Yale says police ‘admonished’ the woman who called them to remove a napping Black grad student
There was no detail on the form of admonishment.
Yale’s Vice President of Student Life, Kimberly Goff-Crews issued a statement to students yesterday in response to the #NappingWhileBlack incident that occurred in a residence hall earlier this week.
Black Yale teaching fellow Lolade Siyonbola says her white neighbor, Sarah Braasch, took the extreme measure of calling the police when she fell asleep in the common area of the building where they both live.
Siyonbola uploaded two videos to Facebook. One showed Braasch filming her and telling Siyonbola that the common room is not for sleeping. The other video was of her interaction with police once they arrived.
The videos have since gone viral. In response to the headlines, Goff-Crews issued a statement to the student body that assures everyone that the university is working to “strengthen the resources available to address incidents of racial bias, discrimination and harassment.” Goff-Crews says she is “deeply troubled” by the incident. She also says Braasch was “admonished” by police officers for calling them to remove Siyonbola, but she does not detail the admonishment.
The full statement is below:
Dear Yale students,
I am deeply troubled by an incident that took place Monday night in the Hall of Graduate Studies. One graduate student called the police to report another student in the common area, who had every right to be there. The Yale police officers who responded spoke with both parties and subsequently admonished the complaining student that the other student had every right to be present.
As Vice President for Student Life, I have worked with administrators, faculty and students to strengthen the resources available to address incidents of racial bias, discrimination and harassment. This incident and others recently reported to me underscore that we have work to do to make Yale not only excellent but also inclusive. I strongly believe we must strive to create an environment that values equity and justice and in which all students are empowered to pursue their personal and professional goals – an environment that is diverse, intellectually challenging, and broadly welcoming.
Over the last 48 hours, I have been in discussion with Dean Lynn Cooley, Chief Ronnell Higgins, and other university staff, including Yale police, to better understand what exactly happened at HGS on Monday night, and how we can work together to avoid such incidents in the future.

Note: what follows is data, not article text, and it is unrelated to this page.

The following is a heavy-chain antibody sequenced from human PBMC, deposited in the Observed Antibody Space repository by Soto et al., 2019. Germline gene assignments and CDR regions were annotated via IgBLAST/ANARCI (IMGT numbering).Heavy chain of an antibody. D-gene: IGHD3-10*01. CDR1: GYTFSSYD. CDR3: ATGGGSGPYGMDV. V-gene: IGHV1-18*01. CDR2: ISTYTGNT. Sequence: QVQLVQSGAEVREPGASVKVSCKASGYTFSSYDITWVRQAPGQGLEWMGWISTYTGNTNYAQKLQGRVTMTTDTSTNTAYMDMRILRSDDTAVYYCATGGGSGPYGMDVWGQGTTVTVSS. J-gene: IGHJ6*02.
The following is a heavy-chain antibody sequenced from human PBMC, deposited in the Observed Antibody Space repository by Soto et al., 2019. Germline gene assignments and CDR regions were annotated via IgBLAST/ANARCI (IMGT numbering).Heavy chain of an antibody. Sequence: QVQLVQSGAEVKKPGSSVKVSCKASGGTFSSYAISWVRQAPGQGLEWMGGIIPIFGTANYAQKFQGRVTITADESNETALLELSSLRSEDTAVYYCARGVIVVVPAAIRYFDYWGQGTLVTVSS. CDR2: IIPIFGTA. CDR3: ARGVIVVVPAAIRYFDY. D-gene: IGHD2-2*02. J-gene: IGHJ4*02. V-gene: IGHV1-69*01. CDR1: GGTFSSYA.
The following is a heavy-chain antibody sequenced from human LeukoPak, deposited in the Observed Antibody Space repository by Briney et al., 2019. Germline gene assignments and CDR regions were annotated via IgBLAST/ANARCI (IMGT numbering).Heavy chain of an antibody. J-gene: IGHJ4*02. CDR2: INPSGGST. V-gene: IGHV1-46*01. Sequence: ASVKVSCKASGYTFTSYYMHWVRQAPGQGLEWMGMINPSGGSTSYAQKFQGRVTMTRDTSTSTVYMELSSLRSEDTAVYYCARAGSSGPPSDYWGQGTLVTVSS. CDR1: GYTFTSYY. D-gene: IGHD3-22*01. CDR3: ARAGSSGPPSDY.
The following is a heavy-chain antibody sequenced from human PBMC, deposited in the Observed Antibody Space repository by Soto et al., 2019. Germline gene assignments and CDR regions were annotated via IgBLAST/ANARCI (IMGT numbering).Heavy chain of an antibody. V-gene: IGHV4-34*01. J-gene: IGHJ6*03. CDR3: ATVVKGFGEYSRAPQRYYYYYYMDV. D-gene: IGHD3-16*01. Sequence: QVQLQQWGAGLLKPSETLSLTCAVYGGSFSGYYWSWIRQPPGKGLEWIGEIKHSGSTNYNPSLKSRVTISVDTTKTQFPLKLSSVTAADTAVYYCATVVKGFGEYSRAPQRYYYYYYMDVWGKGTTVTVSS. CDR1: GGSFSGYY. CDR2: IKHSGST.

We still have so much more to do.
As a step in the process, Chief Higgins, Dean Cooley and I will hold listening sessions with students in the coming days and months. In addition, the university will continue to implement the initiatives we announced a year ago, including the appointment and training of dean’s designees in each school to address student concerns about equal opportunity, diversity and inclusion, and discrimination and harassment.
This past year, we also launched a comprehensive website and adopted a discrimination and harassment reporting protocol using the Bulldog Mobile (LiveSafe) app and have been looking at ways to make this more accessible. As already planned, we will share this tool more broadly with students and clarify the reporting process.
Over the summer, I will work with administrators and student leaders to review and strategize around suggestions that we have received from faculty, staff, and students, especially with regard to improving the university’s response to incidents of discrimination and harassment. We remain committed to quickly and appropriately addressing issues of racism and bias on campus. As always, we welcome your ideas and feedback on how we can improve our community together.
All of us in senior leadership recognize that incidents such as this one are being framed within a difficult national context. I want to underscore our commitment to carry out our mission as a university in an ethical, interdependent, and diverse community of faculty, staff, students, and alumni, where all are respected.
Kimberly M. Goff-Crews